A Good Beer Blog


Have you read The Unbearable Nonsense of Craft Beer - A Rant in Nine Acts by Alan and Max yet? It's out on Kindle as well as Lulu.

Maureen Ogle said this about the book: "... immensely readable, sometimes slightly surreal rumination on beer in general and craft beer in particular. Funny, witty, but most important: Smart. The beer geeks will likely get all cranky about it, but Alan and Max are the masters of cranky..."

Ron Pattinson said: "I'm in a rather odd situation. Because I appear in the book. A fictional version of me. It's a weird feeling."


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Evan Rail -

I don't say "beer geek."

I usually say "beer head," which is sort of related to the idea of someone being a "head" in the musical sense (e.g., a "bass head," "a serious dub head," or God forbid, "a deadhead"). Often I say "hop head," but only for my IPA-addicted friends. Obviously, the word implies a cerebral appreciation of the good stuff, and it has a nice beatnik/counterculture association I like.

Less lame / more mainstream: "beer guy."

On that note, in Czech there's this great word, pivář, which literally means "beer guy." Unfortunately, the connotation is this is a beer guy who drinks 15 cheap lagers every night, not someone who cares too much about what he consumes.

Alan -

When I worked in Poland the only joke I really got off well in the local language was in response to "hoj me na Sobota" (aka get me to Saturday) to which I responded "hoj me na pivo" or even "hoj me na pif"...one of the plurals of <i>pivo</i>. <p>Seeing as I think the slavic word for beer is the best word for beer there is, I like <i>pivar</i>. I am also fond of being called "a member of the PPPP" which was the <i>Polska Partia Przyjaciół Piwa</i> or "Polish Beer Drinkers Party" that won seats in the Warsaw parliament of the early 90s. Maybe that makes me a "PPPP-varian"?

Jonathan -

Beerasaurus Rex? No... a little too long. I'll keep thinking. What about using the term "brew" instead of "beer." To me brew has more connotations of craft beer. Even if they're just connotations.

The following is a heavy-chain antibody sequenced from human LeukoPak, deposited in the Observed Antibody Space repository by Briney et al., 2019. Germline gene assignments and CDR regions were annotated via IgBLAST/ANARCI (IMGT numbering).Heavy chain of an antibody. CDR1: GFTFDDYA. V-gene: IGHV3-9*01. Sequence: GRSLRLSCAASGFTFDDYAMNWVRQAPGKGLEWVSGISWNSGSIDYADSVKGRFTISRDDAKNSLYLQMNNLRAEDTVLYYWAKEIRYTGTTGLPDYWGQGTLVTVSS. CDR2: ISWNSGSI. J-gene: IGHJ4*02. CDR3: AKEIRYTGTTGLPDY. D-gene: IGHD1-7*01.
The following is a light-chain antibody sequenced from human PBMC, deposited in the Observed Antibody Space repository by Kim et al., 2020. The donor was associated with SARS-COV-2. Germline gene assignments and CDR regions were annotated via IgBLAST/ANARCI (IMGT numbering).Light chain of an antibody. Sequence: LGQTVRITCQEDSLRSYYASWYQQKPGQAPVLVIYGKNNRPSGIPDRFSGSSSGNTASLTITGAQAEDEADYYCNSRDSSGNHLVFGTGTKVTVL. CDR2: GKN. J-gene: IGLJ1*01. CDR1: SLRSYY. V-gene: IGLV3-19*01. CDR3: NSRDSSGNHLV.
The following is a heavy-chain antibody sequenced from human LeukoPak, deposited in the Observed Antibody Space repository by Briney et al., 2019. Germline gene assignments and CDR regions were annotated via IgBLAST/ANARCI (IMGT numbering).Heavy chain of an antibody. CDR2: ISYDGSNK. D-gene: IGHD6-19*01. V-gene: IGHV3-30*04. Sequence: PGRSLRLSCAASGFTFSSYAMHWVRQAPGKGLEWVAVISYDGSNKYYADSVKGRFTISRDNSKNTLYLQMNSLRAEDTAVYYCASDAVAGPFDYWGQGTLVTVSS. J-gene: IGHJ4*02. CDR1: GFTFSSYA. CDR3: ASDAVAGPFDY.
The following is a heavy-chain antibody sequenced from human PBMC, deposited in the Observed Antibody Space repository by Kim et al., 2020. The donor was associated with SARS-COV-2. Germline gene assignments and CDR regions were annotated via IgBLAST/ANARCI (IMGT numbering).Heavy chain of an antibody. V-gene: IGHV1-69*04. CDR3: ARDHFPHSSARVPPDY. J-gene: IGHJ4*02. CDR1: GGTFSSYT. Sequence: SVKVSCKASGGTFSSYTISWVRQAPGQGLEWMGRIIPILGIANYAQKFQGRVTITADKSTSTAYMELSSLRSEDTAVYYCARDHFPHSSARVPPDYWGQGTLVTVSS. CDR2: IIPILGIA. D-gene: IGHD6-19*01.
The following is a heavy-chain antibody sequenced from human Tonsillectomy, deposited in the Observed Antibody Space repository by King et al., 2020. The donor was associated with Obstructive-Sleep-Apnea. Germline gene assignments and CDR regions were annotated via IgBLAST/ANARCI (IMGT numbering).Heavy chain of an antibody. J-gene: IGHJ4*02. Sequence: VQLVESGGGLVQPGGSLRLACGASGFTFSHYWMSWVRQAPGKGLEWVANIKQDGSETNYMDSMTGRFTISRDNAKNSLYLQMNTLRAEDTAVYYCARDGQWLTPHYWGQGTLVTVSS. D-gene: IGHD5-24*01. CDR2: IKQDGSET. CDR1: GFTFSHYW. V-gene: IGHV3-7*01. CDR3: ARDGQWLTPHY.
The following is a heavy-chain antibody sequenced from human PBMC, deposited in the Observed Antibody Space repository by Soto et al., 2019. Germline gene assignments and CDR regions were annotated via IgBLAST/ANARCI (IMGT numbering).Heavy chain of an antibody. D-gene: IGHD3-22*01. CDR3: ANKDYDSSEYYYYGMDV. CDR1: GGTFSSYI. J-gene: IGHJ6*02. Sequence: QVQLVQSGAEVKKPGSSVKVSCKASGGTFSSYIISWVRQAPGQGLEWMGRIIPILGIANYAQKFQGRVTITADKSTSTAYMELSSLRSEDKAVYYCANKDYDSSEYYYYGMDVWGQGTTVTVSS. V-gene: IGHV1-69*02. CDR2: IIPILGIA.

Troy Burtch -

I'll have to think a little harder about this, away from work. The one I use most though, and what I consider myself to be, is a "good beer drinker." Simply put. I have been called a beer snob, as I'm sure the people reading this have most certainly have as well.

But what about beeraholic? You got shopaholic, smokeaholic, sexaholic (did I just make that up).

Thomas -

I am a beer geek and as it turns out I am dating a food geek, we are both very comfortable in our geekiness.

Miriam-Webster lists the third definition of geek as "an enthusiast or expert especially in a technological field or activity" it fits us.

A Nerd can carry a certain less social cognitive skilled label, but geek it seems not necessarily.

In the end I agree your point and the one on the Appellation thread on beer critic that we don't want to get stuck with too serious about a label, nor anything else than enjoying the beverage and our experiences.

Alan -

In a similar vein but leaning a bit on the '60s, how's about "beer junkie" or "beer freak"? Mash-head or malt-licker?

Alan -

Hopsomaniac? A pivotee?

Frank McDonald -

Friends and co-workers often call me a "beer connoisseur" and I hate the term. Way too snobby, and implies a knowledge of the subject that I don't have. I always say "good beer lover" but thats mouthful. How about "Jacksonite"? Homage to the great man who introduced so many of us to the vast world of beer.

Alan -

I am older school than that, I am afraid. Bostonian or perhaps even Linear. But as I really wish more than anything I could have a regular pint in a place with a skittles alley attached maybe I am really a "Skittleloon".

Bailey -

I've never used the word geek pejoratively. Comedian Patton Oswalt thinks there's a distinction between geek and nerd, and said in an interview with Wired: 'A lot of nerds aren't aware they're nerds. A geek has thrown his hands up to the universe and gone, "I speak Klingon — who am I fooling? You win! I'm just gonna openly like what I like." Geeks tend to be a little happier with themselves.'

So, I like beer geek. Nothing to be ashamed of. A geek is someone who's given up on adolescent pretensions and popularity contests and has enough self-assurance and strength of character to admit that they like, in a very serious way, something that other people think is trivial.

Paul Garrard -

I'm not really big on labels. Probably best used when denigrating.

Alan -

Knut has the right word: beer dog"! Excellent.

Andrew Jones -

Not much in attaching labels to people - better on things so we can distinguish what we like and like less. Beer, I like all I have tried - just some more (a lot more) than others. Others have attached lables to me - parrothead, training geek, neat freek, alcoholic - I'm not an alcoholic, alcoholocs attend meetings - I'm a pristine beer/ail drinker and I don't like meetings.

Thomas -

I am a member of a local homebrew club, so I attend meeting, heh.